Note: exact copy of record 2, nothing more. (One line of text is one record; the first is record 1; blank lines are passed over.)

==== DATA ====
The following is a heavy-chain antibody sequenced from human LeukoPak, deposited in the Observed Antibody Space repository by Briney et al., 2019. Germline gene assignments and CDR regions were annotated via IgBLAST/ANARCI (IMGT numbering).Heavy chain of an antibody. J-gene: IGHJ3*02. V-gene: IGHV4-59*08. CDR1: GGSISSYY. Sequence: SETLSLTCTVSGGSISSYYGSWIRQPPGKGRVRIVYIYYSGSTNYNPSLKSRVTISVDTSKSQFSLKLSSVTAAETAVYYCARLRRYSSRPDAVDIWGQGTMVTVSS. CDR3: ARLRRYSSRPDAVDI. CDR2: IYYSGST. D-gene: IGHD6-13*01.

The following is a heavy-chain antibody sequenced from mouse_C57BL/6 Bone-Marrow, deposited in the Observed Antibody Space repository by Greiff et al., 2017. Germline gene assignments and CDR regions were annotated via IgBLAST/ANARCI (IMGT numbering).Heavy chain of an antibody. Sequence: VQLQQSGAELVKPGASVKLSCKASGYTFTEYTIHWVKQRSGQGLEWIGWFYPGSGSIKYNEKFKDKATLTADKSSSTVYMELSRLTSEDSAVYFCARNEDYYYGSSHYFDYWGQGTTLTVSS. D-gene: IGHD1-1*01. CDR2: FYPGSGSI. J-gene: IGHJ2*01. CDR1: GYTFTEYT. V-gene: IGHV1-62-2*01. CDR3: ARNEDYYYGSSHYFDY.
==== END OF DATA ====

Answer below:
The following is a heavy-chain antibody sequenced from mouse_C57BL/6 Bone-Marrow, deposited in the Observed Antibody Space repository by Greiff et al., 2017. Germline gene assignments and CDR regions were annotated via IgBLAST/ANARCI (IMGT numbering).Heavy chain of an antibody. Sequence: VQLQQSGAELVKPGASVKLSCKASGYTFTEYTIHWVKQRSGQGLEWIGWFYPGSGSIKYNEKFKDKATLTADKSSSTVYMELSRLTSEDSAVYFCARNEDYYYGSSHYFDYWGQGTTLTVSS. D-gene: IGHD1-1*01. CDR2: FYPGSGSI. J-gene: IGHJ2*01. CDR1: GYTFTEYT. V-gene: IGHV1-62-2*01. CDR3: ARNEDYYYGSSHYFDY.